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OSHA Under Trump Abandons Combustible Dust Rulemaking Plan

July 21, 2017
OSHA under the Trump administration, is doing away with plans to form rules on combustible dust for general industry. Image courtesy of Flickr user gageskidmore
OSHA under the Trump administration, is doing away with plans to form rules on combustible dust for general industry. Image courtesy of Flickr user gageskidmore

The same week that President Donald J. Trump touted American manufacturing in the administration’s media campaign dubbed “Made in America Week,” the U.S. Department of Labor’s Occupational Safety and Health Administration (OSHA) abandoned the rulemaking process for regulations on combustible dust in general industry.

OSHA stated that “resource constraints and other priorities” prompted the agency to remove combustible dust rulemaking (RIN:1281-AC41) from its latest regulatory agenda published on July 20, along with several other proposed rules, according to Bloomberg BNA, the news organization that broke the story.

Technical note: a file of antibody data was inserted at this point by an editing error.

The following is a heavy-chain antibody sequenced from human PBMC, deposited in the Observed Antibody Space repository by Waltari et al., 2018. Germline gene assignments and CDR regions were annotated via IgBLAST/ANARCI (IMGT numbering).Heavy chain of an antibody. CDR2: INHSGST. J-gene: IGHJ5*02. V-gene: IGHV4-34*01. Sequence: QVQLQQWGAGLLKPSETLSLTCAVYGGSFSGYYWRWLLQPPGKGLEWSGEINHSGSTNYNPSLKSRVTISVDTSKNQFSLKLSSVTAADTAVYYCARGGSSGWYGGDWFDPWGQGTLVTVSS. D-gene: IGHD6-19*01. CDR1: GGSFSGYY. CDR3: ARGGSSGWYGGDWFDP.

The Trump Administration said the changes represent “the beginning of fundamental regulatory reform and a reorientation toward reducing unnecessary regulatory burden on the American people.”

Efforts to create OSHA combustible dust regulations for general industry have been underway since 2009. In 1987, OSHA adopted rules on grain dust explosions that are credited with saving hundreds of lives. A Center for Public Integrity study examining records of the U.S. Chemical Safety Board (CSB) and OSHA found that combustible dust incidents accounted for 130 worker deaths and more than 800 injuries from 1980 to 2012.

The CSB’s website lists a combustible dust standard for general industry on its “most wanted” list of regulations, noting that the agency believes it is “greatly needed to prevent future tragedies.”

Some stakeholders expressed approval of the move. An official from the North American Millers’ Association told Bloomberg BNA that OSHA’s combustible dust rules have been burdensome on the industry.

“This suggests that the agency is taking a responsible approach to regulating and trying to focus on those areas where there is the most need, and to do so in a way that respects the various interests at stake,” Executive Director of Labor Law Policy for the U.S. Chamber of Commerce Marc Freedman told the news organization.

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